Empathy and Authenticity- Keys to create a Diverse and Inclusive workplace

Empathy and Authenticity- Keys to create a Diverse and Inclusive workplace

by Soni Bhattacharya

On a recent trip to Mumbai to run a programme on Emotional Intelligence, I chanced upon a conversation between a group of participants (all male). They were joking about how, as a result of a new organisational mandate, they were now required to have at least 25% women in their teams.

More than the efforts and the results, what struck me as most significant were two things: the men felt little empathy for the women who they now had to hire/reassign, and were calling their women colleagues "diversities" (as in, "I have two new diversities in my team"). Empathy and Authenticity are keys to success in the modern world of business. And diversity/inclusion initiatives do not succeed if it does not include empathy/integration and a holistic vision for culture change, that goes way beyond the workplace. 

Real diversity and inclusion is a process with a goal of full integration into an organisation's DNA. That means creating an individual mindset, and an organisational culture of empathy. Real Empathy means being willing, and taking the time to see people who are different, as capable of love, grief, happiness, and not just as members of a monolithic group.

And Authenticity doesn't mean you have to act exactly the same way at work that you do at home. It just means that both expressions are representative of who you really are. Your work self is a facet of your true self, not a mask.

One study found that the greater employees feelings of authenticity are, the greater their job satisfaction, engagement, and self-reported performance. As a Harvard Business Review article pointed out, "the benefits of authenticity are clear, highlighting the importance of creating workplaces that welcome authenticity. And in addition to our findings above, we also found that a full 75% of employees said they wanted their coworkers to share more about their true selves."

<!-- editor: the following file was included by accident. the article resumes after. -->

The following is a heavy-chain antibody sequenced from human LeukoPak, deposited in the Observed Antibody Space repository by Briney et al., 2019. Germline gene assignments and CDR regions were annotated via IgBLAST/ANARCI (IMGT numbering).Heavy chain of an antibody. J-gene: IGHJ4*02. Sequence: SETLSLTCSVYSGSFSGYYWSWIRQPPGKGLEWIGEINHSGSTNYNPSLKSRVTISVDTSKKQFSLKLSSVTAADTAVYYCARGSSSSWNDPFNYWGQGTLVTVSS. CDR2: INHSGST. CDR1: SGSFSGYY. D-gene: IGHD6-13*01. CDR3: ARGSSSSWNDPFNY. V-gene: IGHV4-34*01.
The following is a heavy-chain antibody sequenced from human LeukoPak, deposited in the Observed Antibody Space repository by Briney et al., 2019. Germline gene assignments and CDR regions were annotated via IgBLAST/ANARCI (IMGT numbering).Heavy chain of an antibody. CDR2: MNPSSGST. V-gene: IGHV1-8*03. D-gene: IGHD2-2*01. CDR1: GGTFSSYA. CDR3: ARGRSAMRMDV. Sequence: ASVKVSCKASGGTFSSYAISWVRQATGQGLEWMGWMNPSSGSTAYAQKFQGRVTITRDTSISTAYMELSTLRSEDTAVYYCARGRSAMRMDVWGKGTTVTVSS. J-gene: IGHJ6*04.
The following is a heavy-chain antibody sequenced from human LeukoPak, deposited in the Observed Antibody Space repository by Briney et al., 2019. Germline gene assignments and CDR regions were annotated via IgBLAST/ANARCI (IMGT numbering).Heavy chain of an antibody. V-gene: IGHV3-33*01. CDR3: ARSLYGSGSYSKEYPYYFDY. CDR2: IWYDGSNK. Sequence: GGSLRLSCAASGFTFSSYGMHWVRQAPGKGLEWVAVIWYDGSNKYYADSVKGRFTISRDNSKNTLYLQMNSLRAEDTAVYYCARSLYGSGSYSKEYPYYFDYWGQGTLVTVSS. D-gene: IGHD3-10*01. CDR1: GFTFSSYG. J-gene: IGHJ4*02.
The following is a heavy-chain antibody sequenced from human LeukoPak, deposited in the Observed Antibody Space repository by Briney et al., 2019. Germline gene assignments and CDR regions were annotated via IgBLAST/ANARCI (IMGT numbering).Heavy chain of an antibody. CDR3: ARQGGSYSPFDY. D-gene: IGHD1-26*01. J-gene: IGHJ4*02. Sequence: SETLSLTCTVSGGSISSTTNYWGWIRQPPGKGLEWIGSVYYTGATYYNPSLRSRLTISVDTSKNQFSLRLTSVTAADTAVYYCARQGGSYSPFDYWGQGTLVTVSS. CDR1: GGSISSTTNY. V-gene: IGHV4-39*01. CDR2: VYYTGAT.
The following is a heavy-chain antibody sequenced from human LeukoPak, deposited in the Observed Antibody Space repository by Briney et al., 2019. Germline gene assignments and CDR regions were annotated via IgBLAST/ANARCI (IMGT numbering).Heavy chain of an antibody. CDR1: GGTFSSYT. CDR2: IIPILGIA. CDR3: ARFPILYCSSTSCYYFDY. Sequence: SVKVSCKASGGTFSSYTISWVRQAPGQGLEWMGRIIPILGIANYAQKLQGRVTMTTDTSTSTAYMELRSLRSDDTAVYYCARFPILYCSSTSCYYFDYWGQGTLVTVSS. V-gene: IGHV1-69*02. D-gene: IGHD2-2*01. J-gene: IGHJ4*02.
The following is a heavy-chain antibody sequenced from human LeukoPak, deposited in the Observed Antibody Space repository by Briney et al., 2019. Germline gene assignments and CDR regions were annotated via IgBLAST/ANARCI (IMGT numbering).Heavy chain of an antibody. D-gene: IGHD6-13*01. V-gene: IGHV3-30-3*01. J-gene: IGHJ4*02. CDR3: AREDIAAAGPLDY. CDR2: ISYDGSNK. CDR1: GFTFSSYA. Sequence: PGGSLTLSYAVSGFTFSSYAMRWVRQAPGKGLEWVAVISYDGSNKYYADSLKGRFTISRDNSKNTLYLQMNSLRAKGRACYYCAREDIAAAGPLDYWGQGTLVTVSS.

So how does one achieve that, especially in the workplace, where there is no much emphasis on professionalism and work ethic on one side and compliant behaviors and "fitting in" on the other? The HBR article points to three things:

  1. Encourage authenticity among leaders. Authentic leaders are genuine and honest, admit error, and stay true to what they believe. When leaders are true to themselves and admit their mistakes or failures, it gives others permission to do the same, changing the norms of the workplace.
  2. Welcome authenticity from employees. Creating an open-minded, accepting environment in which differences in perspective and opinions are encouraged will set the foundation for an authentic workplace. Employees should be encouraged to express themselves and not simply follow the crowd, because differences in viewpoints often lead to innovative, novel solutions.
  3. Be true to one's self. It empowers individuals in the workplace, facilitating feelings of control and mastery, which then lead to greater job satisfaction and happiness. This is a crucial point because a sense of empowerment is essential to job satisfaction and engagement. If leaders promote authenticity in the workplace, feelings of empowerment among employees at all levels can be enhanced.

As we continue to work with D&I and Design Thinking, we see the need of Empathy and Authenticity in developing spaces that are safe, non-judgmental and open, which in turn leads to better performance and profitability. People will always be diverse and multi-dimensional and we must not try to impose rules of Empathy and Authenticity on everyone, but as we look at greater engagement with and better results from people, companies need to look at how they can make everyone comfortable with these attributes.